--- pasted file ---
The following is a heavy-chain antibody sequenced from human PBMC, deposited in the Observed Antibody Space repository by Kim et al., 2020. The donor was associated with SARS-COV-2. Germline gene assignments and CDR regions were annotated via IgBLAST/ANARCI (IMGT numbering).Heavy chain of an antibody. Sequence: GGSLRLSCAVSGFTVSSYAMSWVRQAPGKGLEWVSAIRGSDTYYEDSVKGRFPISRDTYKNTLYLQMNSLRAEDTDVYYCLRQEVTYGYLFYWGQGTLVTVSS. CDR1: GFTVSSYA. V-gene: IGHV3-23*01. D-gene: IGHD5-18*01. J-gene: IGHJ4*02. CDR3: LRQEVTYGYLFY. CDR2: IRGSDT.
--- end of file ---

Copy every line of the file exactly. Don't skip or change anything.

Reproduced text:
The following is a heavy-chain antibody sequenced from human PBMC, deposited in the Observed Antibody Space repository by Kim et al., 2020. The donor was associated with SARS-COV-2. Germline gene assignments and CDR regions were annotated via IgBLAST/ANARCI (IMGT numbering).Heavy chain of an antibody. Sequence: GGSLRLSCAVSGFTVSSYAMSWVRQAPGKGLEWVSAIRGSDTYYEDSVKGRFPISRDTYKNTLYLQMNSLRAEDTDVYYCLRQEVTYGYLFYWGQGTLVTVSS. CDR1: GFTVSSYA. V-gene: IGHV3-23*01. D-gene: IGHD5-18*01. J-gene: IGHJ4*02. CDR3: LRQEVTYGYLFY. CDR2: IRGSDT.